F   Demonstrating an understanding of and sensitivity to the perspectives of women and members of minority groups as those perspectives pertain to the issues under discussion              
G   Understanding the nature of advanced lower–division composition: essay structure, continuity, emphasis and subtlety, elements of style, grammar as a stylistic technique, audience, persuasive rhetoric, and topoi              
H    Applying these composition components in argumentative essay writing and in the reading of arguments              
I   In addition to these specific learning objectives, this course also aims to foster in students: Habits of making reasonable, rationally defensible choices, etc.              

Analysis and If Necessary, Proposed Changes:

 

 

 

 

 

 

 

At last they began to check for the alignment of the course objectives with the SLOs. In doing so, they identified which course objectives aligned with which SLOs by placing an “X” in the corresponding box:

Course SLOs:

  1. Students recognize the difference between and arguments and non-arguments (explanations, descriptions, and reports).
  2. Students identify the conclusion of an argument
  3. Students identify and evaluate the support for the conclusion.
  4. Students recognize the context and purpose of an argument.

 

Course Objectives SLO1 SLO2 SLO3 SLO4 SLO# SLO#  
A    Summarizing an argumentative essay, noting its main and supporting points     X        
B    Outlining the argument presented in essay on a single topic, showing how the supporting points contribute to the main point     X        
C    Synthesizing various argument presented in essays on a single topic, comparing and contrasting the main points   X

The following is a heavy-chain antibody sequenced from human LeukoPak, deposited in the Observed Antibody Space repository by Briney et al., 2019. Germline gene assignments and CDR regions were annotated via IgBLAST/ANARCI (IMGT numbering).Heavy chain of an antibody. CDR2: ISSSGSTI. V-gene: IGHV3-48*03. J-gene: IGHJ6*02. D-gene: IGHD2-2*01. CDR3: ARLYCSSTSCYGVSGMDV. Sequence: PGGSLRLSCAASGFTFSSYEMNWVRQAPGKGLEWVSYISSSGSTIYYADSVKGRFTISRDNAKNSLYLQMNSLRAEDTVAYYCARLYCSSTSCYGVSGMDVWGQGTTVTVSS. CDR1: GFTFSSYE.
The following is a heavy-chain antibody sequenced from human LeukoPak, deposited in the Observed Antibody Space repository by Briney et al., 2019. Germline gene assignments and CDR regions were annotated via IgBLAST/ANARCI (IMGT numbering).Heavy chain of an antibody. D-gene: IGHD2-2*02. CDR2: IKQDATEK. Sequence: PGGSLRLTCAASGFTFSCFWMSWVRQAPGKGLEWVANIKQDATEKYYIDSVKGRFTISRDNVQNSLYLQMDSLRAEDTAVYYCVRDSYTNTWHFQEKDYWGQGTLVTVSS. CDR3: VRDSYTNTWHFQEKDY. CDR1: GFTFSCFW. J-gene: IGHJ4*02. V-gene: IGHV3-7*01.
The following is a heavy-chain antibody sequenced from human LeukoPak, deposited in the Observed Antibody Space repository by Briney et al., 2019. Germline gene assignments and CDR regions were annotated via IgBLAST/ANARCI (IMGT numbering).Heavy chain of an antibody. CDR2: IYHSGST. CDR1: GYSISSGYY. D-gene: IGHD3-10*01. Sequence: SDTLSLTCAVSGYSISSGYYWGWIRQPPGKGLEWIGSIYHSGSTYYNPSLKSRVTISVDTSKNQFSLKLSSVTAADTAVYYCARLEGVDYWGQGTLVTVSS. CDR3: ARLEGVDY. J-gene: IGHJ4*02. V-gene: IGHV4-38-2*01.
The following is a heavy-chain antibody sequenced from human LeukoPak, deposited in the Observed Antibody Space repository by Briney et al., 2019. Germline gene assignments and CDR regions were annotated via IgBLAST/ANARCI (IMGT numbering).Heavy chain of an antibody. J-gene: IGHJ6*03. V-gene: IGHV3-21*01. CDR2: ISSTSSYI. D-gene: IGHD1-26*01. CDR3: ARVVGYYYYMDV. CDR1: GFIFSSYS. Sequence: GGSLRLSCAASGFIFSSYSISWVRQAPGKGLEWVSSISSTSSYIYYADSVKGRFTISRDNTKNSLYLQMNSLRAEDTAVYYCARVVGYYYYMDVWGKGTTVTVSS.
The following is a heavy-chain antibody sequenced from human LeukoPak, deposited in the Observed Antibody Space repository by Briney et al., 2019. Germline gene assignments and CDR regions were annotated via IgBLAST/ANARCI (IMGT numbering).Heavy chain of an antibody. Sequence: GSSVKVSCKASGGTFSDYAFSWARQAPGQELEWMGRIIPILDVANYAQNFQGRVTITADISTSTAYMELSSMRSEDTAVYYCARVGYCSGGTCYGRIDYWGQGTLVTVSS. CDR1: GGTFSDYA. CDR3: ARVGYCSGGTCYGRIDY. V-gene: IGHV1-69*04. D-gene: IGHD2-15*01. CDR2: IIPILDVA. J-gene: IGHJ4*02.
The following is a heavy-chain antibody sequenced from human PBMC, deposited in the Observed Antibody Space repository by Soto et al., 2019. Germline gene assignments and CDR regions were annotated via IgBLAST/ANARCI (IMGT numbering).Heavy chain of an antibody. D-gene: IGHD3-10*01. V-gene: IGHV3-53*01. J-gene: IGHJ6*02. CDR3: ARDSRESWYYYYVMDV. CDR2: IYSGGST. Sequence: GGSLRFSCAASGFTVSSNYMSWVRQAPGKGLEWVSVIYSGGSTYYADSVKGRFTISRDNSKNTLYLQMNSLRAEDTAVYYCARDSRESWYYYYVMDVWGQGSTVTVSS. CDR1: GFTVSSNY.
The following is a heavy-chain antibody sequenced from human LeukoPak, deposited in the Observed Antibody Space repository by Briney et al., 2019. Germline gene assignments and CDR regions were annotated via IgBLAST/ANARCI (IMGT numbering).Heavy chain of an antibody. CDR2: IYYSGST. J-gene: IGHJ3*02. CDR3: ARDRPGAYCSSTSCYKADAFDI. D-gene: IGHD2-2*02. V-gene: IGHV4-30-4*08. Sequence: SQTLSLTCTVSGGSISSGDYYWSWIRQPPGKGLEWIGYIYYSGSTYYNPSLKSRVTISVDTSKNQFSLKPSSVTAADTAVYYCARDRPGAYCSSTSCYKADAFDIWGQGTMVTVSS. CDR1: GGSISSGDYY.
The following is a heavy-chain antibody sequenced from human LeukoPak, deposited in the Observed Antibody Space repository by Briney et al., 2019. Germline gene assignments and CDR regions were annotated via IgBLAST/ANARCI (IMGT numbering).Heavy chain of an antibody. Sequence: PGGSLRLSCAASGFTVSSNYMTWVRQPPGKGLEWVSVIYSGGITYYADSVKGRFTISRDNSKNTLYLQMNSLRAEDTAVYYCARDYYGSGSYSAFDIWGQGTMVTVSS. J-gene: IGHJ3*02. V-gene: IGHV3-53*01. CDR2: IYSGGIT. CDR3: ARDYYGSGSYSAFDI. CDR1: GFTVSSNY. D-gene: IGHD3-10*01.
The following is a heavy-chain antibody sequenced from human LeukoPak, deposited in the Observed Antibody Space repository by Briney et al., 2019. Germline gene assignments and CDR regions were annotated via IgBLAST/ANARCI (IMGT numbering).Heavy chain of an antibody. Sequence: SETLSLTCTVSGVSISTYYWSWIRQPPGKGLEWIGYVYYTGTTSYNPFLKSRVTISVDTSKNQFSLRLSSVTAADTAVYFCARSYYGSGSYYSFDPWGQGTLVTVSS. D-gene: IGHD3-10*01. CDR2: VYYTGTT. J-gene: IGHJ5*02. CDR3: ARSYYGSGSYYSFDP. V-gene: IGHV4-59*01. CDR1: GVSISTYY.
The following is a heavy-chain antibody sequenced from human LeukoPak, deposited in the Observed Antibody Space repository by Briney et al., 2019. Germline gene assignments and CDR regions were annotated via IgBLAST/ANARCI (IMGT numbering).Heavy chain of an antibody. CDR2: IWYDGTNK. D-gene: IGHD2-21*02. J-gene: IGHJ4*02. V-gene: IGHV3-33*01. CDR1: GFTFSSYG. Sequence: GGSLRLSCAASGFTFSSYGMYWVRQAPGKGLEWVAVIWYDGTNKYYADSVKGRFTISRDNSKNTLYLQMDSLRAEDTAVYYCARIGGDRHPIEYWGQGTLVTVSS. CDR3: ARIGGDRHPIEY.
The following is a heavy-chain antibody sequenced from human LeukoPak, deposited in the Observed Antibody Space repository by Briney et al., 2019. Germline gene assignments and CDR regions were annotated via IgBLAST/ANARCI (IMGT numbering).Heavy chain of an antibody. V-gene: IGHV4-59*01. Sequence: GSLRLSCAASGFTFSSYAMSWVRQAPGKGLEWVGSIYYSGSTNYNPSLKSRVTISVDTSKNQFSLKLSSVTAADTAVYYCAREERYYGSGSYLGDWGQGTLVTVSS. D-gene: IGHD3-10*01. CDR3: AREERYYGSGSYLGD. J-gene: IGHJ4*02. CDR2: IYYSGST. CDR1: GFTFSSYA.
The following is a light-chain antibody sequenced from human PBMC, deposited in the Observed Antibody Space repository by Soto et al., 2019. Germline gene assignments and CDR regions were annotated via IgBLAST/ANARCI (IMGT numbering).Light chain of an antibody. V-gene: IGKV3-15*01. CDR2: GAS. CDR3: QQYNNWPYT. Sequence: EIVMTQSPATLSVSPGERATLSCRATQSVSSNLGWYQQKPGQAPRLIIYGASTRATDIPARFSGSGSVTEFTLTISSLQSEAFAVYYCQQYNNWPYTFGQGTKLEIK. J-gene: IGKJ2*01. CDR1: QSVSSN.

D   Analyzing and evaluating an essay’s arguments with respect to: clarity of key elements, etc     X        
E   Writing an argument which does the following, as appropriate: Clearly states the main point or claim              
F   Demonstrating an understanding of and sensitivity to the perspectives of women and members of minority groups as those perspectives pertain to the issues under discussion       X      
G   Understanding the nature of advanced lower–division composition: essay structure, continuity, emphasis and subtlety, elements of style, grammar as a stylistic technique, audience, persuasive rhetoric, and topoi              
H    Applying these composition components in argumentative essay writing and in the reading of arguments              
I   In addition to these specific learning objectives, this course also aims to foster in students: Habits of making reasonable, rationally defensible choices, etc. X            

Analysis and If Necessary, Proposed Changes:

 

 

 

 

 

 

After working through the alignment process, the Philosophy department discovered that course objectives A through D and F and I aligned with at least one of the SLOs, but that course objectives E, G, and H did not. In reviewing the three unaligned course objectives, they discovered that they had a common thread and could be addressed by adding an additional SLO.